Wednesday, August 1, 2012

Barbarossa Derailed: The Battle for Smolensk 10 July-10 September 1941 (volume 1) by David Glantz

David Glantz has been the foremost expert on the Eastern Front of the Second World War for years. While his books are not always free of controversy, there is no doubt that he has single-handedly propelled Eastern Front studies to the stage they occupy today. That is not to say that there is no room for future studies, on the contrary, the fact that this tome is volume 1 speaks volumes (excuse the pun) about the amount of research that still needs to be done, not to mention the academic field, which consistently circles around the war years or uses it as a tool to study other aspects of Soviet/European history.

With 'Barbarossa Derailed' Glantz gives credence to what many Soviet era authors/historians attempted to argue, that Barbarossa was a lost cause as early as the battle of Smolensk. While this might have been propaganda, there is enough evidence today to see that some of these arguments while to some extent exaggerations, were at times correct in their analysis of the situation the Wehrmacht found itself in. Similar to the recently released book by David Stahel, which argues that Smolensk was the end of Germany's blitzkrieg campaign in the East, Glantz provides an enormous amount of information and evidence to back up the argument that while Minsk was a success, Smolensk was at best a failed opportunity. Starting with the border battles Glantz lays out the narrative of what occurred in the initial days and weeks after the German invasion of the Soviet Union. Soviet deficiencies are quite evident, with the end result being the majority of the best trained troops being put out of action early in the war. Taking their places were hastily trained reservists who were continually utilized as a stop-gap, with the end result being thousands of casualties for minor tactical victories that regularly halted the Germans and bought time for new defensive lines and new units to be brought up to the front. As a result, German forces continually attacked and defeated recently trained and equipped troops that had little time to practice with their weapons or participate in coordinated actions with various branches of the armed services. The predictable results were continued large scale defeats (Minsk, Smolensk, etc.), although with a surprising amount of minor tactical, and even operational, victories, even from novice forces.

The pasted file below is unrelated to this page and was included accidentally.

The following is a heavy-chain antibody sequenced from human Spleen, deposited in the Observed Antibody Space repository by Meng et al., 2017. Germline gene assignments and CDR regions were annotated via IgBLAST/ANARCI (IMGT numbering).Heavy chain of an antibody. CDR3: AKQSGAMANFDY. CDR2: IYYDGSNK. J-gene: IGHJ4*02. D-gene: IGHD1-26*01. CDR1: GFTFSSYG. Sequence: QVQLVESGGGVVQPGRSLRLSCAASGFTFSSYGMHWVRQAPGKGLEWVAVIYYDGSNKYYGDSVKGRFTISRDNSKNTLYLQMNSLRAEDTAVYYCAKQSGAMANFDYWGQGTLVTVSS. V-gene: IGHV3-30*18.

Thus, one of the major contributions of this volume, and the entire Smolensk battle, was that the Red Army was not simply defeated again and again on the field of battle, but rather proved itself a worthwhile opponent that continually bled German forces on their way to Moscow with Soviet soldiers and commanders learning their craft anew through bloody engagements. Many of Soviet commanders participating in these battles, Zhukov, Timoshenko, Konev, Rokossovsky, Eremenko, etc., are well known to those familiar with the Eastern Front. Konev and Rokossovsky often stand out for their roles in delaying and bloodying German forces before and after the encirclement around Smolensk is closed. Red Army military prowess is also evident in the defeat administered to the 7th Panzer Division by Soviet forces and the numerous infantry divisions reduced in strength throughout late July and August. Much of 1941 remains mired in myths and legends and this volume goes a long way in showcasing just how difficult the invasion of the Soviet Union, in the early summer of 1941, was for the Germans and to what extent the defense the Red Army put up affected the overall time table of Operation Barbarossa and the ensuing operations the Wehrmacht would undertake following the Smolensk encirclement.

Throughout this volume Glantz utilized an enormous number of divisional/army/front reports. Many of them can be skipped over unless you have an excellent map of the region circa 1941 (the maps throughout the book are lacking, unfortunately), but often enough they are worth reading through as some contain revealing information about casualties and attitudes. For instance, something that Glantz himself points out, in one of Zhukov's orders there is a reference to the fact that Zhukov would rather a unit attack and take casualties than remain motionless and sustain casualties without any effort on the part of the unit's commander or men. Thus, as is often mentioned, Zhukov was very much an offensive/attack oriented commander and had no problem demoting divisional commanders on the spot if they did not take the initiative (as is also shown in various orders with divisional commanders being reduced to commanding regiments). There are minor grammatical problems (wrong letters or two periods where there should be one) and in at least one instance the same telephone conversation is recreated twice (pg. 175 and 195). Those deficiencies aside, this is a very much needed addition to the literature on the Eastern Front, especially the initial period of the war, but in many ways this is just a beginning. Glantz has given future historians and authors of the Eastern Front food for thought and I look forwarding to reading the second volume in the near future.

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